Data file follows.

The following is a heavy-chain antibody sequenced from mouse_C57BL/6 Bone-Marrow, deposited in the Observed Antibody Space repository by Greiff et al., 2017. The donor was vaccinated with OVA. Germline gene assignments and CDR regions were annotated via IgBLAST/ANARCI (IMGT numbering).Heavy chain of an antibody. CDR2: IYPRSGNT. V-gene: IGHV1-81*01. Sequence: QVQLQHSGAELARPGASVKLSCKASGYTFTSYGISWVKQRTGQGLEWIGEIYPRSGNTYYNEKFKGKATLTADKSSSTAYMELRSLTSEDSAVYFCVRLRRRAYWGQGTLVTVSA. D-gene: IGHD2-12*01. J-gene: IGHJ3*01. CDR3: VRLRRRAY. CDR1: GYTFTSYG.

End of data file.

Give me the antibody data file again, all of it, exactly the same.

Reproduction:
The following is a heavy-chain antibody sequenced from mouse_C57BL/6 Bone-Marrow, deposited in the Observed Antibody Space repository by Greiff et al., 2017. The donor was vaccinated with OVA. Germline gene assignments and CDR regions were annotated via IgBLAST/ANARCI (IMGT numbering).Heavy chain of an antibody. CDR2: IYPRSGNT. V-gene: IGHV1-81*01. Sequence: QVQLQHSGAELARPGASVKLSCKASGYTFTSYGISWVKQRTGQGLEWIGEIYPRSGNTYYNEKFKGKATLTADKSSSTAYMELRSLTSEDSAVYFCVRLRRRAYWGQGTLVTVSA. D-gene: IGHD2-12*01. J-gene: IGHJ3*01. CDR3: VRLRRRAY. CDR1: GYTFTSYG.